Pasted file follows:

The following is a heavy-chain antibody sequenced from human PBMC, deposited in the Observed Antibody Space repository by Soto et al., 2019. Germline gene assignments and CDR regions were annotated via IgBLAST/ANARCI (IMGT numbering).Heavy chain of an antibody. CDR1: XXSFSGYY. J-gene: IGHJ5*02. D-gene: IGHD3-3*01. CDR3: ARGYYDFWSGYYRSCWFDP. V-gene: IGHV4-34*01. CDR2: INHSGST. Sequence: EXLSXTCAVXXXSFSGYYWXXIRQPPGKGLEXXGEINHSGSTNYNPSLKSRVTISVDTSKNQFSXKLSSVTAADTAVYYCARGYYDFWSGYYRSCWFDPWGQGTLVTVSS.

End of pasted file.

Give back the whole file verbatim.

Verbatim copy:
The following is a heavy-chain antibody sequenced from human PBMC, deposited in the Observed Antibody Space repository by Soto et al., 2019. Germline gene assignments and CDR regions were annotated via IgBLAST/ANARCI (IMGT numbering).Heavy chain of an antibody. CDR1: XXSFSGYY. J-gene: IGHJ5*02. D-gene: IGHD3-3*01. CDR3: ARGYYDFWSGYYRSCWFDP. V-gene: IGHV4-34*01. CDR2: INHSGST. Sequence: EXLSXTCAVXXXSFSGYYWXXIRQPPGKGLEXXGEINHSGSTNYNPSLKSRVTISVDTSKNQFSXKLSSVTAADTAVYYCARGYYDFWSGYYRSCWFDPWGQGTLVTVSS.